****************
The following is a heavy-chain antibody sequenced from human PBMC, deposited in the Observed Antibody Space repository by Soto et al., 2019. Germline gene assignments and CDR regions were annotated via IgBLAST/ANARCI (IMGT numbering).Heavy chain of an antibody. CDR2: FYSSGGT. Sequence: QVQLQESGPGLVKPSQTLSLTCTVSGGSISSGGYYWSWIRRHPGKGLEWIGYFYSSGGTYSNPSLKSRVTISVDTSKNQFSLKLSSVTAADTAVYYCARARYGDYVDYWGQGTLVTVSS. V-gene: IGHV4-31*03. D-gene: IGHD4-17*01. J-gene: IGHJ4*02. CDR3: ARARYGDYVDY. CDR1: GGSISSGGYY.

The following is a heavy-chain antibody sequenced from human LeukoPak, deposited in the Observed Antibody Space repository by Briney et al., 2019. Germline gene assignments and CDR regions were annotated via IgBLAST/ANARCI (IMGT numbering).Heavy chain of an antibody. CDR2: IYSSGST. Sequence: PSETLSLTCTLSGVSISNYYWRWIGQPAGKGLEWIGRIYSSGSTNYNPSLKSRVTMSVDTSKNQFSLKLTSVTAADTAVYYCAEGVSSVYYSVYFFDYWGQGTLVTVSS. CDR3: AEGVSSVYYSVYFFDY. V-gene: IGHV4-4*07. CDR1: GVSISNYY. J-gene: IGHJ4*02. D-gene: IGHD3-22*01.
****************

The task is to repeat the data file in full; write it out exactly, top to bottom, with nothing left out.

The following is a heavy-chain antibody sequenced from human PBMC, deposited in the Observed Antibody Space repository by Soto et al., 2019. Germline gene assignments and CDR regions were annotated via IgBLAST/ANARCI (IMGT numbering).Heavy chain of an antibody. CDR2: FYSSGGT. Sequence: QVQLQESGPGLVKPSQTLSLTCTVSGGSISSGGYYWSWIRRHPGKGLEWIGYFYSSGGTYSNPSLKSRVTISVDTSKNQFSLKLSSVTAADTAVYYCARARYGDYVDYWGQGTLVTVSS. V-gene: IGHV4-31*03. D-gene: IGHD4-17*01. J-gene: IGHJ4*02. CDR3: ARARYGDYVDY. CDR1: GGSISSGGYY.

The following is a heavy-chain antibody sequenced from human LeukoPak, deposited in the Observed Antibody Space repository by Briney et al., 2019. Germline gene assignments and CDR regions were annotated via IgBLAST/ANARCI (IMGT numbering).Heavy chain of an antibody. CDR2: IYSSGST. Sequence: PSETLSLTCTLSGVSISNYYWRWIGQPAGKGLEWIGRIYSSGSTNYNPSLKSRVTMSVDTSKNQFSLKLTSVTAADTAVYYCAEGVSSVYYSVYFFDYWGQGTLVTVSS. CDR3: AEGVSSVYYSVYFFDY. V-gene: IGHV4-4*07. CDR1: GVSISNYY. J-gene: IGHJ4*02. D-gene: IGHD3-22*01.